Symptoms of blackleg
Since cabbages don’t actually have legs, you may wonder how this name came about. The word ‘blackleg’ refers to dark lesions that first appear on stems at ground level. Each part of the infected plant has its own set of symptoms:
Infected stems are prone to snap. If you cut into the vein of an infected plant, you can see the blackened xylem - just be sure to disinfect your tools afterward!
Blackleg host plants
Blackleg fungi love California’s cool weather crops. This includes cabbage, broccoli, Brussels sprouts, cauliflower, Chinese cabbage, mustards, kale, kohlrabi, collards, radish, even turnips and rutabagas! Horseradish, though a member of the cruciferous family, seems to be resistant to blackleg. Blackleg can also infect potatoes and canola.
The fungal spores of blackleg (Phoma lingam) are often carried into your garden on seeds. Once they arrive, they can be distributed on tools, by splashing water, or infected plant material that has been cold composted. One spore type can also be carried on the wind. These fungi can also gain entry into otherwise healthy plants through cabbage maggot, cutworm, cabbageworm, and other pest feeding holes. It only takes a few fungi, with the right amount of warmth and moisture, to create an epidemic in a seed bed, garden row, or agricultural field. Blackleg can also refers to these other pathogens (and their host plants): Erwinia carotovora (delphinium) and Pythium spp. (geraniums).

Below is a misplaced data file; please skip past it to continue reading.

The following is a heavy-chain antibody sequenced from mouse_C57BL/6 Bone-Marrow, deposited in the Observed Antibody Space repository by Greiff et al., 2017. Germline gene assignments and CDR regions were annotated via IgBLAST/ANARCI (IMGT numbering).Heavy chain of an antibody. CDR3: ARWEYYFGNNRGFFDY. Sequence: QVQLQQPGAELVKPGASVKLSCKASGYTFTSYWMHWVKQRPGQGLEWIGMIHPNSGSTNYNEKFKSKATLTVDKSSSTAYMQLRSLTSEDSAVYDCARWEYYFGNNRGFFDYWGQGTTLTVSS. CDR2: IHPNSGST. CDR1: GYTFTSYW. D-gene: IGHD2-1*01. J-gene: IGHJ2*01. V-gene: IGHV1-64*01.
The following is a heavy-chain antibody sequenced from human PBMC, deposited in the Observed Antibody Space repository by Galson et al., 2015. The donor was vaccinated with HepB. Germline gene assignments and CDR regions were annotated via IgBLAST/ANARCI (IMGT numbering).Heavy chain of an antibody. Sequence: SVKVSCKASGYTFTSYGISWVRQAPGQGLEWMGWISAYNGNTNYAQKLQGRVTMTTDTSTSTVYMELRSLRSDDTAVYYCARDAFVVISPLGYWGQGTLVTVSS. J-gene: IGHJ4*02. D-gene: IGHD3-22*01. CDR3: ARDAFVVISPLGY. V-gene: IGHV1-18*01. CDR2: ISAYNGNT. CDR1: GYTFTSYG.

Like many other garden variety diseases, prevention is far easier than cure. Protect your plants and your soil from blackleg with thee good practices:
Any time you see signs of blackleg, remove and destroy the plant and make a note of the location. You should not plant any cruciferous plants in that spot for at least three years.
You can grow a surprising amount of food in your own yard. Ask me how!